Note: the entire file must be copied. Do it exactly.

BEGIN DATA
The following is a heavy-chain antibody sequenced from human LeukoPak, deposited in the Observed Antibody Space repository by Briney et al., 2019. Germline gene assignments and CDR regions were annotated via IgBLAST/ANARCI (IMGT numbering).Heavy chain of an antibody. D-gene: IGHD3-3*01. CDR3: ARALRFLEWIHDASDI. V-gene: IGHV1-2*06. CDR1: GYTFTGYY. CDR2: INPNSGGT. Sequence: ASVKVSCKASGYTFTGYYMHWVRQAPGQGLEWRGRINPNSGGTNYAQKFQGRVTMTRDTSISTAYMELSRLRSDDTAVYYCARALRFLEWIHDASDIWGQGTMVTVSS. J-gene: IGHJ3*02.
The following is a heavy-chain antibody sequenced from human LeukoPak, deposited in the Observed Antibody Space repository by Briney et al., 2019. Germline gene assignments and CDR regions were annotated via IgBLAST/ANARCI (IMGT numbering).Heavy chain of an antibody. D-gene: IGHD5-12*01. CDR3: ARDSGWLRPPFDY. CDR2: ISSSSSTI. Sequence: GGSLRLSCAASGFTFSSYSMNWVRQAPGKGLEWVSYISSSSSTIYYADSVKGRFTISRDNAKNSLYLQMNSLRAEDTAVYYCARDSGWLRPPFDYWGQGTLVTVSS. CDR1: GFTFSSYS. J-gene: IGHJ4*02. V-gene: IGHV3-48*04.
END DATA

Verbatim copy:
The following is a heavy-chain antibody sequenced from human LeukoPak, deposited in the Observed Antibody Space repository by Briney et al., 2019. Germline gene assignments and CDR regions were annotated via IgBLAST/ANARCI (IMGT numbering).Heavy chain of an antibody. D-gene: IGHD3-3*01. CDR3: ARALRFLEWIHDASDI. V-gene: IGHV1-2*06. CDR1: GYTFTGYY. CDR2: INPNSGGT. Sequence: ASVKVSCKASGYTFTGYYMHWVRQAPGQGLEWRGRINPNSGGTNYAQKFQGRVTMTRDTSISTAYMELSRLRSDDTAVYYCARALRFLEWIHDASDIWGQGTMVTVSS. J-gene: IGHJ3*02.
The following is a heavy-chain antibody sequenced from human LeukoPak, deposited in the Observed Antibody Space repository by Briney et al., 2019. Germline gene assignments and CDR regions were annotated via IgBLAST/ANARCI (IMGT numbering).Heavy chain of an antibody. D-gene: IGHD5-12*01. CDR3: ARDSGWLRPPFDY. CDR2: ISSSSSTI. Sequence: GGSLRLSCAASGFTFSSYSMNWVRQAPGKGLEWVSYISSSSSTIYYADSVKGRFTISRDNAKNSLYLQMNSLRAEDTAVYYCARDSGWLRPPFDYWGQGTLVTVSS. CDR1: GFTFSSYS. J-gene: IGHJ4*02. V-gene: IGHV3-48*04.